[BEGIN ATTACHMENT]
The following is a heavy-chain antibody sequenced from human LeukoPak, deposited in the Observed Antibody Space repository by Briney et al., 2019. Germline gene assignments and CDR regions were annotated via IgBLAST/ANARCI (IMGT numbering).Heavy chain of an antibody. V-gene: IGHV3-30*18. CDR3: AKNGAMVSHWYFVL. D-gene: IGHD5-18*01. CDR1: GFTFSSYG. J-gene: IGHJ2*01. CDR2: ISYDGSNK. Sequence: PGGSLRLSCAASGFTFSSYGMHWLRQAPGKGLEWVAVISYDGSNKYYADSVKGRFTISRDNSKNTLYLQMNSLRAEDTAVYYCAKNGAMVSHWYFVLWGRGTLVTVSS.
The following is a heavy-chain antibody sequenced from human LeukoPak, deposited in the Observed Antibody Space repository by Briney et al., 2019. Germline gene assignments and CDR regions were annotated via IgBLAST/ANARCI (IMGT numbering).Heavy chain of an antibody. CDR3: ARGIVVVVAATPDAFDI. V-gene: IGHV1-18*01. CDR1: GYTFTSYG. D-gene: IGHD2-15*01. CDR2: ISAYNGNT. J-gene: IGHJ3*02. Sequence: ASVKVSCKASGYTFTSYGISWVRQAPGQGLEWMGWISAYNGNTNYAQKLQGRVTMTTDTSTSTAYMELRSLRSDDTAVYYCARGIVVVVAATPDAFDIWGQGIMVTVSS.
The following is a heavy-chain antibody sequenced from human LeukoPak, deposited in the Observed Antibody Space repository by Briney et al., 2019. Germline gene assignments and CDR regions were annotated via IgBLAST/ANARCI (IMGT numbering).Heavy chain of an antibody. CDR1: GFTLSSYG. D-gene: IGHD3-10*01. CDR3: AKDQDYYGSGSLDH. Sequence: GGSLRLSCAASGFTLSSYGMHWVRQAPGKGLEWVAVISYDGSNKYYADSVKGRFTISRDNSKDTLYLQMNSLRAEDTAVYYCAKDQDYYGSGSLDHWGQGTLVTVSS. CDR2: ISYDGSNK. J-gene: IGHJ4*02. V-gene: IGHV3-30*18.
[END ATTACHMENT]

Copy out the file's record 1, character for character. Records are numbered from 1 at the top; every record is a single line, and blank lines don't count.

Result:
The following is a heavy-chain antibody sequenced from human LeukoPak, deposited in the Observed Antibody Space repository by Briney et al., 2019. Germline gene assignments and CDR regions were annotated via IgBLAST/ANARCI (IMGT numbering).Heavy chain of an antibody. V-gene: IGHV3-30*18. CDR3: AKNGAMVSHWYFVL. D-gene: IGHD5-18*01. CDR1: GFTFSSYG. J-gene: IGHJ2*01. CDR2: ISYDGSNK. Sequence: PGGSLRLSCAASGFTFSSYGMHWLRQAPGKGLEWVAVISYDGSNKYYADSVKGRFTISRDNSKNTLYLQMNSLRAEDTAVYYCAKNGAMVSHWYFVLWGRGTLVTVSS.